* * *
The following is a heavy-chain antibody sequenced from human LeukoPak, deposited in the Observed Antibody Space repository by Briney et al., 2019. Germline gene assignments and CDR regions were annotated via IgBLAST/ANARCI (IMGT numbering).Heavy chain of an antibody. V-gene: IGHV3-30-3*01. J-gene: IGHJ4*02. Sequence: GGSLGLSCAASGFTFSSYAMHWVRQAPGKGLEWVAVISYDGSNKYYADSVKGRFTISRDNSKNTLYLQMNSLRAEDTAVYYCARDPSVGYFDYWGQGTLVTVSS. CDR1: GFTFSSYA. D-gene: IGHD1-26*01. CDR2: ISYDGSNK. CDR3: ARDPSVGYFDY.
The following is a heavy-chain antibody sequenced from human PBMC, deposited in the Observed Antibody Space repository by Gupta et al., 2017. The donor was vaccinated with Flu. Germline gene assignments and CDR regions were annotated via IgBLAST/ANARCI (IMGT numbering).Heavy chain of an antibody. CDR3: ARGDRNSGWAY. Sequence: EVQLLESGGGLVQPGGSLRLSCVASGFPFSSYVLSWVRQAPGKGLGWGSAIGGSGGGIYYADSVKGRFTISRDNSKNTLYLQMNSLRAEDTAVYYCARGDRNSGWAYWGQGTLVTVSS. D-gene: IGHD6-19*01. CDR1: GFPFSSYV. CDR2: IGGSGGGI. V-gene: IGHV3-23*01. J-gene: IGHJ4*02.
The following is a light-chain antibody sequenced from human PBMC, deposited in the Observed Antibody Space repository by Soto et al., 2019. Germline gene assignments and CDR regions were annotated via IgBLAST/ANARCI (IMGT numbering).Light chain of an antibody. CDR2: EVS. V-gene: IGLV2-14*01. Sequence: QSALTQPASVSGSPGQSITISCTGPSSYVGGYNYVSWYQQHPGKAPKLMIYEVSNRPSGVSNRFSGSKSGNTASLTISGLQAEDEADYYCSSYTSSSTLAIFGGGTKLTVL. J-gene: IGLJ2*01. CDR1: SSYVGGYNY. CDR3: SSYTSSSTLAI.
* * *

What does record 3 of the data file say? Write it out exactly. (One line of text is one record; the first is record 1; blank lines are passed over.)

The following is a light-chain antibody sequenced from human PBMC, deposited in the Observed Antibody Space repository by Soto et al., 2019. Germline gene assignments and CDR regions were annotated via IgBLAST/ANARCI (IMGT numbering).Light chain of an antibody. CDR2: EVS. V-gene: IGLV2-14*01. Sequence: QSALTQPASVSGSPGQSITISCTGPSSYVGGYNYVSWYQQHPGKAPKLMIYEVSNRPSGVSNRFSGSKSGNTASLTISGLQAEDEADYYCSSYTSSSTLAIFGGGTKLTVL. J-gene: IGLJ2*01. CDR1: SSYVGGYNY. CDR3: SSYTSSSTLAI.